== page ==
Respondent’s default in the case at hand does not automatically result in a decision in favor of Complainant, however, paragraph 5(f) of the Rules provides that if Respondent does not submit a response, in the absence of exceptional circumstances, the Panel shall decide the dispute solely based upon the Complaint. Further, the Panel may draw such inferences as are appropriate from Respondent’s failure to submit a Response.
The Panel concludes that the disputed domain name <puppies-spot.com> is confusingly similar to the PUPPYSPOT trademark in which Complainant has rights.
The disputed domain name incorporates the PUPPYSPOT trademark in its entirety with a simple deviation or misspelling caused by using the plural form “puppies” instead of “puppy” and adding a hyphen. Numerous UDRP panels have recognized that incorporating a trademark in its entirety can be sufficient to establish that the disputed domain name is at least confusingly similar to a registered trademark (see e.g., PepsiCo, Inc. v. PEPSI, SRL (a/k/a P.E.P.S.I.) and EMS COMPUTER INDUSTRY (a/k/a EMS), WIPO Case No. D2003-0696). Also, UDRP panels agree that the first element under the UDRP functions primarily as a standing requirement and that the threshold test for confusing similarity involves a reasoned, but relatively straight forward comparison in order to assess whether or not the relevant trademark is recognizable within the disputed domain name (see WIPO Overview of WIPO Panel Views on Selected UDRP Questions, Third Edition (“WIPO Overview 3.0”), section 1.7). Therefore, the fact that the disputed domain name obviously includes a simple deviation or misspelling of Complainant’s PUPPYSPOT trademark is not at all inconsistent with such finding of confusing similarity. Typo-squatted domain names are, on the contrary, intended to be confusing so that Internet users, who unwittingly make common type errors, will enter the typo-squatted domain name instead of the correctly spelled trademark (see e.g., National Association of Professional Baseball Leagues, Inc., d/b/a Minor League Baseball v. John Zuccarini, WIPO Case No. D2002-1011).
Therefore, Complainant has established the first element under the Policy as set forth by paragraph 4(a)(i).
The Panel is further convinced on the basis of Complainant’s undisputed contentions that Respondent has not made use of the disputed domain name in connection with a bona fide offering of goods or services, nor has Respondent been commonly known by the disputed domain name nor can it be found that Respondent has made a legitimate noncommercial or fair use thereof without intent for commercial gain.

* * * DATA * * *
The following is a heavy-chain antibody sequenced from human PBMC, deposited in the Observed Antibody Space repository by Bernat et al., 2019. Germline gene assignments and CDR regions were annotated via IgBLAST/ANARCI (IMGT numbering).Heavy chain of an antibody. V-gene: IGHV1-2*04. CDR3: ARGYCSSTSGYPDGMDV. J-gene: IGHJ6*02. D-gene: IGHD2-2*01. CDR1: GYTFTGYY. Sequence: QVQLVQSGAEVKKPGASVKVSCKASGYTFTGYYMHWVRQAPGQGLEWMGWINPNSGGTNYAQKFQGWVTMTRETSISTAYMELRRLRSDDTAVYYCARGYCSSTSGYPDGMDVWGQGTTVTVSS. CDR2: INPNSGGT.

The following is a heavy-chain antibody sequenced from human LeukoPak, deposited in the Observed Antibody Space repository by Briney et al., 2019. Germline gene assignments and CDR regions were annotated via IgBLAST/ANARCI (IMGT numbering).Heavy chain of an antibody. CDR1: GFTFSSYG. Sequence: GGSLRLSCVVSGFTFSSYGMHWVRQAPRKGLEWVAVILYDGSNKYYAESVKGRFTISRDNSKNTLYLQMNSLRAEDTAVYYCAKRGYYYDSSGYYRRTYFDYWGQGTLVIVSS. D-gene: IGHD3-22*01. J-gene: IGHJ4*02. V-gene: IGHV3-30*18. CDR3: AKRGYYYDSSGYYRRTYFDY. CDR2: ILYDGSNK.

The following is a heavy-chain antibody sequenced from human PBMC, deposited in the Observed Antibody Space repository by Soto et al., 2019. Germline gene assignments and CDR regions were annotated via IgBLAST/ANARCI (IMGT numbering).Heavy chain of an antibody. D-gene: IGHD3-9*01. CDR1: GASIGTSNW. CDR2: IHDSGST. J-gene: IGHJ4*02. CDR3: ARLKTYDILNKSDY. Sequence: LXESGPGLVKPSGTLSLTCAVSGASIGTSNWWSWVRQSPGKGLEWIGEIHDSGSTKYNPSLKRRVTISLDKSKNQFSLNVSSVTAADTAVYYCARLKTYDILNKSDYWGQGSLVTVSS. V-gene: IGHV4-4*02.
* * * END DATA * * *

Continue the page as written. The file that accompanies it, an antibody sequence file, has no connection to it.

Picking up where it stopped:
Respondent obviously has not been authorized to use Complainant’s PUPPYSPOT trademark, either as a domain name or in any other way. Also, there is no reason to believe that Respondent’s name somehow corresponds with the disputed domain name and Respondent does not appear to have any trademark rights associated with the terms “Puppy Spot” or “Puppies Spot”, respectively. Finally, Complainant has demonstrated that consumers who had visited the website under the disputed domain name lodged complaints, e.g. on the Internet or by emails directly addressed to Complainant, according to which they had become victims of fraudulent activities, e.g. being charged for unrealistic high transportation costs. Such business obviously neither qualifies as a bona fide offering of goods or services nor as legitimate noncommercial activity within the meaning of paragraph 4(c) of the Policy.
Accordingly, Complainant has established a prima facie case that Respondent has no rights or legitimate interests in respect of the disputed domain name. Having done so, the burden of production shifts to Respondent to come forward with appropriate evidence demonstrating such rights or legitimate interests (see WIPO Overview 3.0, section 2.1). Given that Respondent has not submitted a Response, it has not met that burden.
Therefore, the Panel finds that Complainant has also satisfied paragraph 4(a)(ii) and, thus, the second element of the Policy.
The Panel finally holds that the disputed domain name was registered and is being used by Respondent in bad faith.
Directing the disputed domain name, which is confusingly similar to Complainant’s PUPPYSPOT trademark, to a website that offers (or at least pretends to offer) the same kind of services as that of Complainant, and thereby undertaking fraudulent financial activities, is a clear indication that Respondent intentionally attempted to attract, for commercial gain, Internet users to its own website by creating a likelihood of confusion with Complainant’s PUPPYSPOT trademark as to the source, sponsorship, affiliation or endorsement of Respondent’s website. Such circumstances are evidence of registration and use of the disputed domain name in bad faith within the meaning of paragraph 4(b)(iv) of the Policy.
In this context, the Panel has also noted that Respondent not only made use of a privacy service in order to conceal its true identity, but also provided faulty or incomplete contact information in the WhoIs register for the disputed domain name since, according to the email correspondence between the Center and the postal courier DHL, the Written Notice on the Notification of Complaint dated October 15, 2019 could not be delivered. These facts at least throw a light on Respondent’s behavior which further supports the Panel’s bad faith finding.
For the foregoing reasons, in accordance with paragraphs 4(i) of the Policy and 15 of the Rules, the Panel orders that the disputed domain name <puppies-spot.com> be transferred to Complainant.
Stephanie G. Hartung
Date: December 2, 2019
1 It is evident from the case file that Domain Administrator, See PrivacyGuardian.org, United States, is a privacy protection service and that Tankeu Son Joel, Rio, Cameroon, is the underlying registrant of the disputed domain name. Therefore, unless otherwise indicated, the term “Respondent” is used by the Panel in the case at hand to refer to the latter underlying registrant only.